"response_types"               : [ "code" ],
  "redirect_uris"                : [ "https://client.example.org/callback" ],
  "token_endpoint_auth_method"   : "client_secret_basic",
  "application_type"             : "web",
  "subject_type"                 : "public",
  "id_token_signed_response_alg" : "RS256",
  "require_auth_time"            : false
}

If some part of the request is invalid or malformed, you will get a 400 Bad Request error:

HTTP/1.1 400 Bad Request
Content-Type: application/json
Cache-Control: no-store
Pragma: no-cache

{
  "error"             : "invalid_redirect_uri",
  "error_description" : "Invalid redirection URI(s): Redirection URIs must have a schema"
}

4.2 Specifying client app details for display to end-users

When browsers get redirected to the Connect2id server to sign-in an end-user it’s nice to be able to display the application’s name, logo and other helpful information.

The client registration specs define several parameters for that:

  • client_name — The name of the client app. This parameter should always be provided.

  • logo_uri — The logo or icon URL of the client. Must point to a suitable image to be displayed in the browser. Also good to have.

  • client_uri — Link to the home page of the client.

  • policy_uri — Link to the privacy policy document.

  • tos_uri— Link to the terms-of-service document.

To cater for international audiences the client details can be provided in multiple locales, by appending language tags to the parameter names:

"client_name#en" : "My Express Shop",
"client_name#es" : "Mi Tienda Exprés"

Let’s now sign up another client, and provide its name, logo and other details:

POST /c2id/clients HTTP/1.1
Host: demo.c2id.com
Content-Type: application/json

{
  "redirect_uris" : [ "https://client.example.org/callback" ],
  "client_name"   : "My Example App",
  "logo_uri"      : "http://client.example.org/logo.png",
  "client_uri"    : "http://client.example.org",
  "policy_uri"    : "http://client.example.org/privacy-policy.html",
  "tos_uri"       : "http://client.example.org/terms-of-service.html"
}

The server response with the registration confirmation:

HTTP/1.1 200 OK
Content-Type: application/json
Cache-Control: no-store
Pragma: no-cache

{
  "client_id"                    : "ug2sb5zkcmpsi",
  "client_id_issued_at"          : 1412692755,
  "client_secret"                : "DUdXNieQ8fwF07surrra8htYc5f_yED0MxuM21yw7W8",
  "client_secret_expires_at"     : 0,
  "registration_client_uri"      : "https://demo.c2id.com/c2id/clients/ug2sb5zkcmpsi",
  "registration_access_token"    : "5YHead_Ir8rNQP2KYW31XZHvca7Xk0qi6HKoS-OoTZg",
  "grant_types"                  : [ "authorization_code" ],
  "response_types"               : [ "code" ],
  "redirect_uris"                : [ "https://client.example.org/callback" ],
  "token_endpoint_auth_method"   : "client_secret_basic",
  "client_name"                  : "My Example App",
  "logo_uri"                     : "http://client.example.org/logo.png",
  "client_uri"                   : "http://client.example.org",
  "policy_uri"                   : "http://client.example.org/privacy-policy.html",
  "tos_uri"                      : "http://client.example.org/terms-of-service.html",
  "application_type"             : "web",
  "subject_type"                 : "public",
  "id_token_signed_response_alg" : "RS256",
  "require_auth_time"            : false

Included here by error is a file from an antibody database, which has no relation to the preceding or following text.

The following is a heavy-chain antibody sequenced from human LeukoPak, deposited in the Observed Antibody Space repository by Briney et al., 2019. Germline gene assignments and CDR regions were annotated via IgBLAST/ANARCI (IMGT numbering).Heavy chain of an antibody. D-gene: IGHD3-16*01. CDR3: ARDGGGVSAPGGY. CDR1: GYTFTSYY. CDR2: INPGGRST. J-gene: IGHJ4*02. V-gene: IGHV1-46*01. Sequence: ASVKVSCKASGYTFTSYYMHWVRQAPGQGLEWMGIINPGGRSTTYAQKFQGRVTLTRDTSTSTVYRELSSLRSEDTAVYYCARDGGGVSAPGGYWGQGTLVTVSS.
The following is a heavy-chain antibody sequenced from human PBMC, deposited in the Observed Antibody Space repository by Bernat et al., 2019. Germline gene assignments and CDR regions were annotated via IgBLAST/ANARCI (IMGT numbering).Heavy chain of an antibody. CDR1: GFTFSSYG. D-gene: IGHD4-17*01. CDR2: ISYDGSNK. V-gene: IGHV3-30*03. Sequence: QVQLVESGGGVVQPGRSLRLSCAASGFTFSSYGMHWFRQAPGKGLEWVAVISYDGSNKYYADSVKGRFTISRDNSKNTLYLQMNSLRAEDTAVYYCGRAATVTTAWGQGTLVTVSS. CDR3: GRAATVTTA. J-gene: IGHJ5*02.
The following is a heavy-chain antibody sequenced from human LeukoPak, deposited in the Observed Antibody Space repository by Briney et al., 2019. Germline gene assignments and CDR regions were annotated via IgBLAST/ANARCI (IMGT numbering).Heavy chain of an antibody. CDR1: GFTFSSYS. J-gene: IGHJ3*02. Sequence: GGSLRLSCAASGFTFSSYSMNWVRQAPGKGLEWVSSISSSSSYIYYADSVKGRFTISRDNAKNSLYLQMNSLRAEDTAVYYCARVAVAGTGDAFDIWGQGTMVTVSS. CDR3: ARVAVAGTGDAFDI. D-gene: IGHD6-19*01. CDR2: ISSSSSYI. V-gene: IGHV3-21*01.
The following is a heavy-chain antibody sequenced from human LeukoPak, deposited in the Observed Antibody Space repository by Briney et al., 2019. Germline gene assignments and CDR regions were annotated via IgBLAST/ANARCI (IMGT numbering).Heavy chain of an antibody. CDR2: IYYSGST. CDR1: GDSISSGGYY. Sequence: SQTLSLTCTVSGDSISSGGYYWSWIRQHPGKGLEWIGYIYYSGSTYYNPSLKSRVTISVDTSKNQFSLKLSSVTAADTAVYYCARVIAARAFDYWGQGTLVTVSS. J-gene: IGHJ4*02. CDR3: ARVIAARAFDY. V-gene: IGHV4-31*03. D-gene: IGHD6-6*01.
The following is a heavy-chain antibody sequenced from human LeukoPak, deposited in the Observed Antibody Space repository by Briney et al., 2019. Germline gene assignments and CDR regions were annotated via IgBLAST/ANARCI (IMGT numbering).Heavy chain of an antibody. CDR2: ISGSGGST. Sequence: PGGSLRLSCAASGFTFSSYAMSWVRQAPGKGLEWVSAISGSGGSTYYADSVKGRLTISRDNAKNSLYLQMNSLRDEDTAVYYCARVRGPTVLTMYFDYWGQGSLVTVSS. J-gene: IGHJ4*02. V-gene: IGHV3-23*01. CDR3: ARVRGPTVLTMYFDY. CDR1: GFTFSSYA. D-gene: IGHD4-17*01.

}

4.3 How to register a public OAuth client

OAuth defines two types of clients:

  • Confidential — clients that can maintain the confidentiality of credentials that are issued to them (which is typically all server-based software).
  • Public — clients that cannot be securely verified by the OAuth / OpenID Connect server as they cannot keep client credentials issued to them confidential (typically all clients that are installed on end-user devices, or web-browser based apps). Instances of such clients may share the same same client_id (such as all instances of a mobile app downloaded from an app store).

Unless specifically requested, clients will be registered as confidential and issued a client secret (alternative client credentials are also also available).

In order to register a public client, first make sure the Connect2id server is configured to permit that, by including none in the list of the supported client authentication method.

Then, to perform the actual registration of a public client, set the request parameter for the token endpoint authentication method to none.

Example registration request for a public native client (mobile app using the code flow and a custom redirection URI):

POST /c2id/clients HTTP/1.1
Host: demo.c2id.com
Content-Type: application/json

{
  "application_type"           : "native",
  "redirect_uris"              : [ "com.example.app:///auth" ],
  "token_endpoint_auth_method" : "none"
}

Note that the app type must be explicitly set to native to permit registration of a custom redirection URI such as the above!

Example registration request for a public web client (JavaScript app using the implicit flow and a custom redirection URI):

POST /c2id/clients HTTP/1.1
Host: demo.c2id.com
Content-Type: application/json

{
  "grant_types"                : [ "implicit" ],
  "response_types"             : [ "token id_token", "id_token" ],
  "redirect_uris"              : [ "https://myapp.example.com/?callback" ],
  "token_endpoint_auth_method" : "none"
}

4.4 How to register for specific OAuth 2.0 grant types or response types

If the sign up request doesn’t specify explicit OAuth 2.0 grant types the assumed value is authorization_code. As for the response types, they default to the single code value.

A client may sign up for other grant / response types, provided the Connect2id server is prepared to handle them. This can be checking in the advertised provider metadata, which the demo server has published at

https://demo.c2id.com/c2id/.well-known/openid-configuration

Let’s register an OpenID Connect client for the implicit grant. This grant provides a simplified authorisation flow and is intended for clients implemented in a browser with scripting language such as JavaScript. Matching response types for the implicit grant type are id_token and id_token token:

POST /c2id/clients HTTP/1.1
Host: demo.c2id.com
Content-Type: application/json

{